JERUSALEM — Streets are subdued, marketplaces are quiet, and people are on edge in Jewish areas of Jerusalem, where Arabs have been using meat cleavers, guns, screwdrivers and even their cars in deadly, small-scale attacks.

The holy city – which Israel says must forever stay united – has rarely seemed more divided.

In their 47th year of occupation, Palestinians are seething with anger over neglect and discrimination, continued Jewish settlement in their areas, and a belief, despite official denials, that Israel is scheming to take over their most revered site.

This anger, coupled with Jewish fears of further violence, has left the city’s 800,000 residents apprehensive, seemingly united in the belief that things will get worse before they get better.

“I’m really not safe, and before leaving the house I think twice,” said Sara Levi, a 22-year-old stay-at-home mother.

“We are not calm, and we hope there is going to be an end to this, and that it is not just a beginning.”

FEWER PEOPLE RIDING TRAINS

Levi spoke as she waited at a stop for Jerusalem’s light rail train – a frequent target of Palestinian violence. The trains, meant to serve as a symbol of a united city, are frequently pelted with stones when passing through Palestinian areas.

There have been two deadly attacks in recent weeks by ramming cars into crowded stations.

In a separate attack, a Palestinian gunman on a motorcycle shot and seriously wounded a prominent Jewish activist who has pushed for greater Jewish access to the city’s most sensitive holy site – the hilltop compound known to Jews as the Temple Mount and to Muslims as the Noble Sanctuary.

The violence reached a new turning point Tuesday when two Palestinian attackers burst into a crowded synagogue during morning prayers, killing four worshippers and a policeman with the meat cleavers and gunfire.

It was the deadliest attack in the city since 2008, and gruesome pictures of blood-covered holy books and prayer shawls shocked a country long accustomed to political violence.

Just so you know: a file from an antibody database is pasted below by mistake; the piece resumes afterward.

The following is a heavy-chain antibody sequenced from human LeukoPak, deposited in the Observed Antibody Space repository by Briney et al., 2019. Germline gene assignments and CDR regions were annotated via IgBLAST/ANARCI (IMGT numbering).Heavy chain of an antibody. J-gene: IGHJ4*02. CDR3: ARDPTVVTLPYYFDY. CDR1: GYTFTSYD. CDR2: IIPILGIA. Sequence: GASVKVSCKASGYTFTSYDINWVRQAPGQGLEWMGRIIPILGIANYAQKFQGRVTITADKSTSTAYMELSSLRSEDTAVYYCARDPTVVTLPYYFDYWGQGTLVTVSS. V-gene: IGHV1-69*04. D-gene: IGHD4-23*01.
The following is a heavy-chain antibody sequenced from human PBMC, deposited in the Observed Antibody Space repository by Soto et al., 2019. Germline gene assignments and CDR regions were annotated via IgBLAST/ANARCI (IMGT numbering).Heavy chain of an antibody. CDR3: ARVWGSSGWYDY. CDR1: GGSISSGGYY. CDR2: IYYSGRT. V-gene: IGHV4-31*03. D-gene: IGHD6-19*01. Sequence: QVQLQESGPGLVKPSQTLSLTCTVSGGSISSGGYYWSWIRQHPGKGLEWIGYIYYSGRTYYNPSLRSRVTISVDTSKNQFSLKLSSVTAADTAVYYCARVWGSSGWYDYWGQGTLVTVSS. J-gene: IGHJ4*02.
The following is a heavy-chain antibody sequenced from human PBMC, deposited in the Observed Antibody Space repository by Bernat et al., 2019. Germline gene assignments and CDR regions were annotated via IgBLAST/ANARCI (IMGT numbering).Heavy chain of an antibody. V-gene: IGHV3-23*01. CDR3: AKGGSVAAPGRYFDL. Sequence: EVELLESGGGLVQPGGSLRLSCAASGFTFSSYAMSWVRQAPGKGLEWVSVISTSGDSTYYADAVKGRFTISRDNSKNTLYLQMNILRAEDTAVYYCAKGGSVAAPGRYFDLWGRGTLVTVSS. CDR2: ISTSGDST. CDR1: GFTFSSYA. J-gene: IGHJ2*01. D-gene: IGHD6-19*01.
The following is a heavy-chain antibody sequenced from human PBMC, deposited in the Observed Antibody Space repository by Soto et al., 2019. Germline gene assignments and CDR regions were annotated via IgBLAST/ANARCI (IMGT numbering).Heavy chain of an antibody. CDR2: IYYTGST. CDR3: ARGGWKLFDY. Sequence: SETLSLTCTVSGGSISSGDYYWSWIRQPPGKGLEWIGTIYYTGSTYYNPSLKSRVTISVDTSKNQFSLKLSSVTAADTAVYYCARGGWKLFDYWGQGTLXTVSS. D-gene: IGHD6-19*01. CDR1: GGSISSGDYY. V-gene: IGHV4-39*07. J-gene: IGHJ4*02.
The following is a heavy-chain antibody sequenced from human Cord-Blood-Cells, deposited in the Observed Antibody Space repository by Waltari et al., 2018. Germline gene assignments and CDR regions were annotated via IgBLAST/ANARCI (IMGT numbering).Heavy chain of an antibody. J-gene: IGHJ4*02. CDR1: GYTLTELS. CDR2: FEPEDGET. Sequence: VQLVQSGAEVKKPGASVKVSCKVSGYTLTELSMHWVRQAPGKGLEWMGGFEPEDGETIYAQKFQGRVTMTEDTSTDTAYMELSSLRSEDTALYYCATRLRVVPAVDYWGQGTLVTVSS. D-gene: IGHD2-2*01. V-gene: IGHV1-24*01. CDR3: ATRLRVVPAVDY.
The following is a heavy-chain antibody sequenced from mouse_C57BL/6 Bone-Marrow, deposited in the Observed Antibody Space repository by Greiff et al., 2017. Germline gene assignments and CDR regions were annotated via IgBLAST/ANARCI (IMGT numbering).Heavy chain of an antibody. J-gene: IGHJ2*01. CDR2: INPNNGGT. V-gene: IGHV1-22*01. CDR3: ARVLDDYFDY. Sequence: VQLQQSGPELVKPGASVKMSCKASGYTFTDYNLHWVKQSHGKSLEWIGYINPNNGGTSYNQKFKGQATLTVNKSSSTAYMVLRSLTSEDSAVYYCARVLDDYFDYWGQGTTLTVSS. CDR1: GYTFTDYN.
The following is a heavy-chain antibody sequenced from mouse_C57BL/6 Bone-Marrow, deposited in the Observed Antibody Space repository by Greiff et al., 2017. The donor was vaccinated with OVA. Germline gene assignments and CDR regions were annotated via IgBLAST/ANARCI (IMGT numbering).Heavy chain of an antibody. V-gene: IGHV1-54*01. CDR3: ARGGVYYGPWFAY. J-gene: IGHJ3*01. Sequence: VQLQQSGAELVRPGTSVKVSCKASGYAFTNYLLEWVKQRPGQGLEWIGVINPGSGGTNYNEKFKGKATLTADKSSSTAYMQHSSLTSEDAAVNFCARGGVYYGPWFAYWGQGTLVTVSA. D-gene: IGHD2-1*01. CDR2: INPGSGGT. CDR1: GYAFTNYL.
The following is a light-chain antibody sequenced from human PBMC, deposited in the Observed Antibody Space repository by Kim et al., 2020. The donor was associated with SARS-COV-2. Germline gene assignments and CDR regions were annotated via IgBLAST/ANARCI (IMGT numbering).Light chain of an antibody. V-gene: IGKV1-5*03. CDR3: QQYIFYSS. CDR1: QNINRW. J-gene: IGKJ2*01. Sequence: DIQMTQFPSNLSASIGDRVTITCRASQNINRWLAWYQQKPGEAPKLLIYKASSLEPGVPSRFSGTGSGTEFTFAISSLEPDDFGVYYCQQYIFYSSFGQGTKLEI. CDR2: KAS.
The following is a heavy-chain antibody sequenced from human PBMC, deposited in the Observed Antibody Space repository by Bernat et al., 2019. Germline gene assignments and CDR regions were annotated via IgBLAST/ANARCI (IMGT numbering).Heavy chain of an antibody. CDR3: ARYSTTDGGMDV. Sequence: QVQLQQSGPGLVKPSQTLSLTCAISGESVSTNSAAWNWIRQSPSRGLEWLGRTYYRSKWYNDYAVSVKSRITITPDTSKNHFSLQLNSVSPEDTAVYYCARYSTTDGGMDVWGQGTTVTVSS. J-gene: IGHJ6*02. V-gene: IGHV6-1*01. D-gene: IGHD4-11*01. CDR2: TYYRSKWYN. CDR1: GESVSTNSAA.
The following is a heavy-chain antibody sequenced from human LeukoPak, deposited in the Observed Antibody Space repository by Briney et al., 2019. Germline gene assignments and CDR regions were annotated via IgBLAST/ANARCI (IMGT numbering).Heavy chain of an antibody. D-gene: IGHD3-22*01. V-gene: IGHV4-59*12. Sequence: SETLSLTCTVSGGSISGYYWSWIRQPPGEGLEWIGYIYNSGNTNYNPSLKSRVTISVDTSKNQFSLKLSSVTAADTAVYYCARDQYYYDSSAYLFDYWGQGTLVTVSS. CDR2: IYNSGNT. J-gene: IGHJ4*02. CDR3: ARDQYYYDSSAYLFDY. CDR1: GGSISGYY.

Those deaths brought to 11 the number of people killed by Palestinian attacks – most of them in Jerusalem – but also in Tel Aviv and the West Bank in recent weeks.

At least five Palestinians involved in the attacks were killed.

In Jewish parts of Jerusalem, traffic was lighter than usual Wednesday. Fewer people were riding the train, and the crowds that normally pack the city’s Mahane Yehuda open-air marketplace were thin.

“Business is weak today. It was worse yesterday,” vegetable salesman Itzik Shimon said as he stood at his empty stall.

“People are afraid. Can you blame them?”

SEEKING SAFETY FOR CHILDREN

In parliament, a group of mothers implored lawmakers to hire more security guards for day care centers.

The city says it has increased protection, but many kindergartens remain without guards.

“There was a feeling that with yesterday’s attack … terrorists are trying to send a message that they can get anywhere in Jerusalem,” said Dena Scher, a member of the group.

“Everyone is concerned.”

Scher, a mother of two young children, said her routine includes new precautions – such as standing away from crowds at bus stops.

“I’m definitely being warier, looking around more when dropping off or picking up the kids,” she said.